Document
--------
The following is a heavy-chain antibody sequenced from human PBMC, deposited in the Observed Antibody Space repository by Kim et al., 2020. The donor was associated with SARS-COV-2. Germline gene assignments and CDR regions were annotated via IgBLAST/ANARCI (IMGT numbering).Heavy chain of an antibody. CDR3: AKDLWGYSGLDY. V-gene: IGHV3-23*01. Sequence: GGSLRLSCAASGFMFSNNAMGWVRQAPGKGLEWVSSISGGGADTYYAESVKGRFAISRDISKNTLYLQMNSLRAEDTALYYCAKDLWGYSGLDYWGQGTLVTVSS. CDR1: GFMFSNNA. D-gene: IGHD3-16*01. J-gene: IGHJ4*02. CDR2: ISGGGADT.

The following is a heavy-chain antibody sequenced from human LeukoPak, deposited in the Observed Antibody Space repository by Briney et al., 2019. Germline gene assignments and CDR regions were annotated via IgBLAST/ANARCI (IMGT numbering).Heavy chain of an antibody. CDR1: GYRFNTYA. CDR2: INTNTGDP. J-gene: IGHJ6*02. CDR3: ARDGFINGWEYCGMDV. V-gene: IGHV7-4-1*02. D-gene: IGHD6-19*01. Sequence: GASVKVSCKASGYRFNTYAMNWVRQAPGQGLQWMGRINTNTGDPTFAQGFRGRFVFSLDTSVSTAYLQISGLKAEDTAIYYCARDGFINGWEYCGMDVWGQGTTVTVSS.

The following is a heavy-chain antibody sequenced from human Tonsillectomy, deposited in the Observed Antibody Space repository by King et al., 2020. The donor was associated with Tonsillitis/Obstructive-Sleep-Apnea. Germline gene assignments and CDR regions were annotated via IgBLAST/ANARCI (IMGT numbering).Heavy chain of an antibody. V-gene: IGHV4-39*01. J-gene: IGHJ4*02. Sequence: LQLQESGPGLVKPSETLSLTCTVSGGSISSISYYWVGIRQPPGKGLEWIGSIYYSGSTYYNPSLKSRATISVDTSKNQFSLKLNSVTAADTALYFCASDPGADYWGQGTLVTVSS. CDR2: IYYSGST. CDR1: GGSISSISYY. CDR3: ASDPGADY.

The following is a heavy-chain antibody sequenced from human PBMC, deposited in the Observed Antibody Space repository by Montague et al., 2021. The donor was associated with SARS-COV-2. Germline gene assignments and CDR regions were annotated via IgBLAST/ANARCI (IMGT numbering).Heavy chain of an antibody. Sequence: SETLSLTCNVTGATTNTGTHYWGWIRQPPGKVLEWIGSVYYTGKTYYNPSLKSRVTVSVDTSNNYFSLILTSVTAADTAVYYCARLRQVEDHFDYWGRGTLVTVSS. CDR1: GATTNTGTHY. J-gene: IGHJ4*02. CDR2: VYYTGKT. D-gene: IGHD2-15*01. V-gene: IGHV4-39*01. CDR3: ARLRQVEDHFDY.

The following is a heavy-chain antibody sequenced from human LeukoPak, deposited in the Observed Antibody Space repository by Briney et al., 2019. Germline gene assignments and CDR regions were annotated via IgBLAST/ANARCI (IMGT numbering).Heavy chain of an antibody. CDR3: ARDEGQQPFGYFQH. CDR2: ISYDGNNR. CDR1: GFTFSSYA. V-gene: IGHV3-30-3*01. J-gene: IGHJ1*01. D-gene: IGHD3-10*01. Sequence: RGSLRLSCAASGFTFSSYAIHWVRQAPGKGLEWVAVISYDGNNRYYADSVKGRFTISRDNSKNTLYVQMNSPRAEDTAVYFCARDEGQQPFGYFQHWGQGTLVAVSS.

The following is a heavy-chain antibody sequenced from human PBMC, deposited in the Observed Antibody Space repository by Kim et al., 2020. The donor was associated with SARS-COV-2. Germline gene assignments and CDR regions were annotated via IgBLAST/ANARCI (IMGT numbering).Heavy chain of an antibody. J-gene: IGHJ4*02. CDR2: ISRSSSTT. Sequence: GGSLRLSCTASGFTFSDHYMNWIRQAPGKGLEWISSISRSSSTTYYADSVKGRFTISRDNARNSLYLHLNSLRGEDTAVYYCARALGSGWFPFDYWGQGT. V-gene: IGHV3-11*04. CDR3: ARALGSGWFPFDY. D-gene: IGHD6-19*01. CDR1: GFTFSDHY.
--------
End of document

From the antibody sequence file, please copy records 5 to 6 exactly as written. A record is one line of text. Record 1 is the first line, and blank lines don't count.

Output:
The following is a heavy-chain antibody sequenced from human LeukoPak, deposited in the Observed Antibody Space repository by Briney et al., 2019. Germline gene assignments and CDR regions were annotated via IgBLAST/ANARCI (IMGT numbering).Heavy chain of an antibody. CDR3: ARDEGQQPFGYFQH. CDR2: ISYDGNNR. CDR1: GFTFSSYA. V-gene: IGHV3-30-3*01. J-gene: IGHJ1*01. D-gene: IGHD3-10*01. Sequence: RGSLRLSCAASGFTFSSYAIHWVRQAPGKGLEWVAVISYDGNNRYYADSVKGRFTISRDNSKNTLYVQMNSPRAEDTAVYFCARDEGQQPFGYFQHWGQGTLVAVSS.

The following is a heavy-chain antibody sequenced from human PBMC, deposited in the Observed Antibody Space repository by Kim et al., 2020. The donor was associated with SARS-COV-2. Germline gene assignments and CDR regions were annotated via IgBLAST/ANARCI (IMGT numbering).Heavy chain of an antibody. J-gene: IGHJ4*02. CDR2: ISRSSSTT. Sequence: GGSLRLSCTASGFTFSDHYMNWIRQAPGKGLEWISSISRSSSTTYYADSVKGRFTISRDNARNSLYLHLNSLRGEDTAVYYCARALGSGWFPFDYWGQGT. V-gene: IGHV3-11*04. CDR3: ARALGSGWFPFDY. D-gene: IGHD6-19*01. CDR1: GFTFSDHY.